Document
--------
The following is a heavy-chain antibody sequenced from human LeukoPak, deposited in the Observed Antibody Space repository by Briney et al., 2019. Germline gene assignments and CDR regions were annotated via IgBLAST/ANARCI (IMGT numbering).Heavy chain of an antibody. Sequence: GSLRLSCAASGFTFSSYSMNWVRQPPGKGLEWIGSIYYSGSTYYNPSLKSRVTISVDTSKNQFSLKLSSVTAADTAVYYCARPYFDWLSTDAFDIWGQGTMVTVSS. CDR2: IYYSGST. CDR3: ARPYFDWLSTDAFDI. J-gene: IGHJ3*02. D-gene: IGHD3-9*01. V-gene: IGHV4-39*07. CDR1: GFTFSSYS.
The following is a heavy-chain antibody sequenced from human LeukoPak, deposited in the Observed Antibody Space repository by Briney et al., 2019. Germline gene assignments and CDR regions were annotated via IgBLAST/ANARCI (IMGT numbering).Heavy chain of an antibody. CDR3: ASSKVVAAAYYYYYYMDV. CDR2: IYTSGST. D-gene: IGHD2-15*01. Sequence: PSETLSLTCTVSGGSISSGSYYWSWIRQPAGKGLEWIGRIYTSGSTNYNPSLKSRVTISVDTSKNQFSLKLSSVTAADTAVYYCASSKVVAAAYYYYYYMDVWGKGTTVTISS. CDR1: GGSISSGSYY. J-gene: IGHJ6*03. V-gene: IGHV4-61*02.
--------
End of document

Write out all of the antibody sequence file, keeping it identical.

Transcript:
The following is a heavy-chain antibody sequenced from human LeukoPak, deposited in the Observed Antibody Space repository by Briney et al., 2019. Germline gene assignments and CDR regions were annotated via IgBLAST/ANARCI (IMGT numbering).Heavy chain of an antibody. Sequence: GSLRLSCAASGFTFSSYSMNWVRQPPGKGLEWIGSIYYSGSTYYNPSLKSRVTISVDTSKNQFSLKLSSVTAADTAVYYCARPYFDWLSTDAFDIWGQGTMVTVSS. CDR2: IYYSGST. CDR3: ARPYFDWLSTDAFDI. J-gene: IGHJ3*02. D-gene: IGHD3-9*01. V-gene: IGHV4-39*07. CDR1: GFTFSSYS.
The following is a heavy-chain antibody sequenced from human LeukoPak, deposited in the Observed Antibody Space repository by Briney et al., 2019. Germline gene assignments and CDR regions were annotated via IgBLAST/ANARCI (IMGT numbering).Heavy chain of an antibody. CDR3: ASSKVVAAAYYYYYYMDV. CDR2: IYTSGST. D-gene: IGHD2-15*01. Sequence: PSETLSLTCTVSGGSISSGSYYWSWIRQPAGKGLEWIGRIYTSGSTNYNPSLKSRVTISVDTSKNQFSLKLSSVTAADTAVYYCASSKVVAAAYYYYYYMDVWGKGTTVTISS. CDR1: GGSISSGSYY. J-gene: IGHJ6*03. V-gene: IGHV4-61*02.